- Syrian Kurdish militia YPG says it made a deal with Russia for a Russian military base in Northwest Syria.
- Russia has denied the announcement, styling its respective presence a “reconciliation center”.
- Agreement seen as signifying YPG’s worth as an anti-ISIS force as the Syrian Kurds have managed to cooperate with both the USA and Russia in the Syrian Civil War.
- Turkey is staunchly opposed to the YPG and US support for them because of the militia’s alleged link to the PKK, the illegal insurgency network of the Turkish Kurds.
Russia and the Syrian Kurdish militia YPG have struck a deal for establishing a Russian military base in Northwest Syria, a spokesman for YPG has revealed.
However, Russia’s Defense Ministry has downplayed the announcement by claiming it only had a branch of a “reconciliation center” located near Afrin, Aleppo province, in Northwest Syria, which helps negotiate ceasefire deals among the different warring factions in the Syrian Civil War.
The so called People’s Protection Units (YPG) is a militia of the ethnic Kurds in Syria, which is also backed by the United States, as it makes the bulk of the Syrian Democratic Forces (SDF), a grouping of rebels including also ethnic Assyrians, Turkmen, Armenians and Arabs, which opposes the regime of Syrian President Bashar al-Assad but fights mostly against the Islamic State in Iraq and Syria (ISIS).
Turkey, another US ally, which in the recent months has been cooperating with Russia and Iran for a settlement in Syria, is especially worried about the growth of the YPG.
It says the militia of the Syrian Kurds and its political wing are connected with the PKK (“Kurdistan Workers’ Party), a group using violence to fight for the autonomy or independence of the Kurds living in Southeast Turkey.
Russia intervened in the Syrian Civil War in October 2015 rescuing the Assad regime with air and missile strikes against Islamist and moderate opposition rebels.
‘First of Its Kind’
YPG spokesman Redur Xelil told Reuters on Monday the Syrian Kurdish militia’s agreement with Russia for a military base had been concluded on Sunday.
In his words, Russian troops already arrived at the position in the northwestern region of Afrin with troop carriers and armored vehicles.
“It is the first (agreement) of its kind,” YPG representative Xelil explained in a written message.
“Such an agreement would further illustrate how the Syrian Kurds have managed to bring both Washington and Moscow onto their side after showing themselves as an organized force able to confront jihadist groups and take back territory from Islamic State,” Reuters comments.
“This is what pushed many forces to cooperate and make alliances with the YPG,” Xelil is quoted as saying, referring to the YPG’s effectiveness in “fighting terrorism”.
“The Russian presence … comes in agreement between (the YPG) and the Russian forces operating in Syria in the framework of cooperation against terrorism and to help train our forces on modern warfare and to build a direct point of contact with Russian forces,” Xelil said in a written statement.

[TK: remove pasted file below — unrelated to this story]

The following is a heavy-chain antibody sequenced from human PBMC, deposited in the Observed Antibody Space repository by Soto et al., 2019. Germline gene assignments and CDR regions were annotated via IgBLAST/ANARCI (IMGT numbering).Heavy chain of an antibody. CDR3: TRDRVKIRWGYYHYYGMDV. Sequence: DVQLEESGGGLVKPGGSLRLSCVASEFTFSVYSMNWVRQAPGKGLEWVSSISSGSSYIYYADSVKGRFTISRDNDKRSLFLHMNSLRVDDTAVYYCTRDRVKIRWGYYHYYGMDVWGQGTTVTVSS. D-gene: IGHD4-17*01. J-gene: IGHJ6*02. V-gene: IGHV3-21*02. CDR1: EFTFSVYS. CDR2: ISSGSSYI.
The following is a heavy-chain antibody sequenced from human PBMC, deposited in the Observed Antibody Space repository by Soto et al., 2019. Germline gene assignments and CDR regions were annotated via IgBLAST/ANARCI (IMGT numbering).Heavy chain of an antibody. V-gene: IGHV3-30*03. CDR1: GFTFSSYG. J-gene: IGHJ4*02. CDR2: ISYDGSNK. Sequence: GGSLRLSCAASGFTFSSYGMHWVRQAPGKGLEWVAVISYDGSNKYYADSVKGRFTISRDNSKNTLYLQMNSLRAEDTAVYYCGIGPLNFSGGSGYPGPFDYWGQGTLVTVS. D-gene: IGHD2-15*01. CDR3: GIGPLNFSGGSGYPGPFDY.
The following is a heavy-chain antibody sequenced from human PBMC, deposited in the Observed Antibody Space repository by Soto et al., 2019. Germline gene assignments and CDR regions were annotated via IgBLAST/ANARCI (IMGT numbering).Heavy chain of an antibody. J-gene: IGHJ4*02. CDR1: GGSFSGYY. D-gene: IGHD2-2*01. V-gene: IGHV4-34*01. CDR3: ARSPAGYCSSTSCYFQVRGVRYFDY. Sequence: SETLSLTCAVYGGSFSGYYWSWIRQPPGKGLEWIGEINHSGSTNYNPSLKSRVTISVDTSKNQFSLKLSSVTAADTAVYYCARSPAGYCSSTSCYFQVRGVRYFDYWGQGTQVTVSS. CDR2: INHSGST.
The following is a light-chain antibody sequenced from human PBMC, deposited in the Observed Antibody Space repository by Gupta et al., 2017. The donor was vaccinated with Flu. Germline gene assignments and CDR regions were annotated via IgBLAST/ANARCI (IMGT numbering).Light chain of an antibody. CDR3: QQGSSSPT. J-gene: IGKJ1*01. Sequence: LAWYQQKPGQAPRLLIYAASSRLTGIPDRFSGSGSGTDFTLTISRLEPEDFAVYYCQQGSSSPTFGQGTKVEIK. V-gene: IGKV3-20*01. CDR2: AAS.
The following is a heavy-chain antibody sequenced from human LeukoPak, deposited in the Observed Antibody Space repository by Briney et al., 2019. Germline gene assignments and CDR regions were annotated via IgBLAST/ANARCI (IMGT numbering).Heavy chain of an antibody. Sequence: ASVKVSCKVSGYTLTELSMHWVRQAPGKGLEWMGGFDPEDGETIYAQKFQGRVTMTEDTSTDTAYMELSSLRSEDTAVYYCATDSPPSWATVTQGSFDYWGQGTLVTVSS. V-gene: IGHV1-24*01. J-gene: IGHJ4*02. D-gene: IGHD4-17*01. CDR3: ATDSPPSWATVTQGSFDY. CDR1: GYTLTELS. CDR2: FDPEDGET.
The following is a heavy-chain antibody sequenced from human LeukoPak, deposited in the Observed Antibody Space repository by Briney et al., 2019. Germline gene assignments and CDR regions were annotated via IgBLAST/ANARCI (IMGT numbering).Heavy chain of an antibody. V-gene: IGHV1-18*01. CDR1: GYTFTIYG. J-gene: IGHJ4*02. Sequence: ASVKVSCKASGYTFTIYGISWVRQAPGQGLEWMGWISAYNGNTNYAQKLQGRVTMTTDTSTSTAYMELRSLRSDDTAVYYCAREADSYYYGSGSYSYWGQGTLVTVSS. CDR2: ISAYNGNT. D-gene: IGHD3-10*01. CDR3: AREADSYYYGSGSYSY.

Reuters notes that a Russian military base at Afrin would prevent attacks against the YPG from Turkey to the north, not unlike the case earlier in March when a deployment of US forces near Manbij, 100 km (60 miles) to the east of Afrin, is reported to have prevented a Turkish assault on forces allied with the YPG which are in control of the city.
The attack was prevented even though Turkey and its Syrian rebel allies, the Free Syrian Army, had vowed to conquer Manbij.
Turkey and the Free Syrian Army have been on the offensive in Northern Syria in order to preclude the Syrian Kurdish militia YPG from expanding west the area south of the Turkish border that it controls.
YPG spokesman Redur Xelil told Reuter the military base agreement between Russia and the Syrian Kurds had come into force as of Monday.
He also revealed that the area of the Russian deployment near Afrin, Kafr Jina, was recently under artillery fire from Turkish forces situated north of the border, inside Turkey.
Xelil did not reveal how many Russian troop had arrived in Kafr Jina near Afrin, nor how many more are expected to arrive.
The People’s Protection Units (YPG) of the Syrian Kurds made it clear that they wanted to grow their forces from the current level of some 30,000+ fighters to over 100,000 fighters throughout the course of 2017.
The US has been supporting the YPG against ISIS, adding recently US troops on the ground to aid with artillery fire a Syrian Democratic Forces (SDF) offensive against the capital of ISIS Raqqa.
This US policy has been much to Turkey’s frustration, which has been urging to US to quit backing the YPG, and to support an offensive against Raqqa by its own Syrian rebel allies, the Free Syrian Army.
Even though the YPG is technically opposed to the Russia-backed regime of Syrian President Bashar al-Assad, both sides have mostly avoided direct confrontation during the six-year civil war so far.
The Syrian Civil War began in March 2011 as civil unrest against the Assad regime. Since then it has seen massive international involvement and the rise of the Islamic State of Iraq and Syria (ISIS), and has resulted in nearly 500,000 casualties, over 4 million refugees, and over 7 million internally displaced persons.